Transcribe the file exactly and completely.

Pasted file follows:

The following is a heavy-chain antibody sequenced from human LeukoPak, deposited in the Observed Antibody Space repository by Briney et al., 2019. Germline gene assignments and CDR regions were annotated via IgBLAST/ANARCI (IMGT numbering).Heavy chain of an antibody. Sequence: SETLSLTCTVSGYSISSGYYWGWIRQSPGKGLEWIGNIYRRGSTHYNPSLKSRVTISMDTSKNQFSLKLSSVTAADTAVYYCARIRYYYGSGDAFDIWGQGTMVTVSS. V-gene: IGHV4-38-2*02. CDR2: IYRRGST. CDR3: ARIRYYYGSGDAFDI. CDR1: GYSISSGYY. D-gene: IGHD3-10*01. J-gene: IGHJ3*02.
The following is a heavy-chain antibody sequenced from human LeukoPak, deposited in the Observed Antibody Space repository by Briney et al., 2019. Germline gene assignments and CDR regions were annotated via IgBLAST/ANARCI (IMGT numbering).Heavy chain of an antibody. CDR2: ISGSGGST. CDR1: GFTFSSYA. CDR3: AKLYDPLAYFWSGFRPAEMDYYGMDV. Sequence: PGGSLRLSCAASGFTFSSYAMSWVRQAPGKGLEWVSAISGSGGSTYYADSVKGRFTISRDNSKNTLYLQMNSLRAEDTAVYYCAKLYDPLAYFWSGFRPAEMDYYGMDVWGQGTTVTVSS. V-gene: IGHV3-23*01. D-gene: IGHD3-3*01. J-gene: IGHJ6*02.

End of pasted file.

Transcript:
The following is a heavy-chain antibody sequenced from human LeukoPak, deposited in the Observed Antibody Space repository by Briney et al., 2019. Germline gene assignments and CDR regions were annotated via IgBLAST/ANARCI (IMGT numbering).Heavy chain of an antibody. Sequence: SETLSLTCTVSGYSISSGYYWGWIRQSPGKGLEWIGNIYRRGSTHYNPSLKSRVTISMDTSKNQFSLKLSSVTAADTAVYYCARIRYYYGSGDAFDIWGQGTMVTVSS. V-gene: IGHV4-38-2*02. CDR2: IYRRGST. CDR3: ARIRYYYGSGDAFDI. CDR1: GYSISSGYY. D-gene: IGHD3-10*01. J-gene: IGHJ3*02.
The following is a heavy-chain antibody sequenced from human LeukoPak, deposited in the Observed Antibody Space repository by Briney et al., 2019. Germline gene assignments and CDR regions were annotated via IgBLAST/ANARCI (IMGT numbering).Heavy chain of an antibody. CDR2: ISGSGGST. CDR1: GFTFSSYA. CDR3: AKLYDPLAYFWSGFRPAEMDYYGMDV. Sequence: PGGSLRLSCAASGFTFSSYAMSWVRQAPGKGLEWVSAISGSGGSTYYADSVKGRFTISRDNSKNTLYLQMNSLRAEDTAVYYCAKLYDPLAYFWSGFRPAEMDYYGMDVWGQGTTVTVSS. V-gene: IGHV3-23*01. D-gene: IGHD3-3*01. J-gene: IGHJ6*02.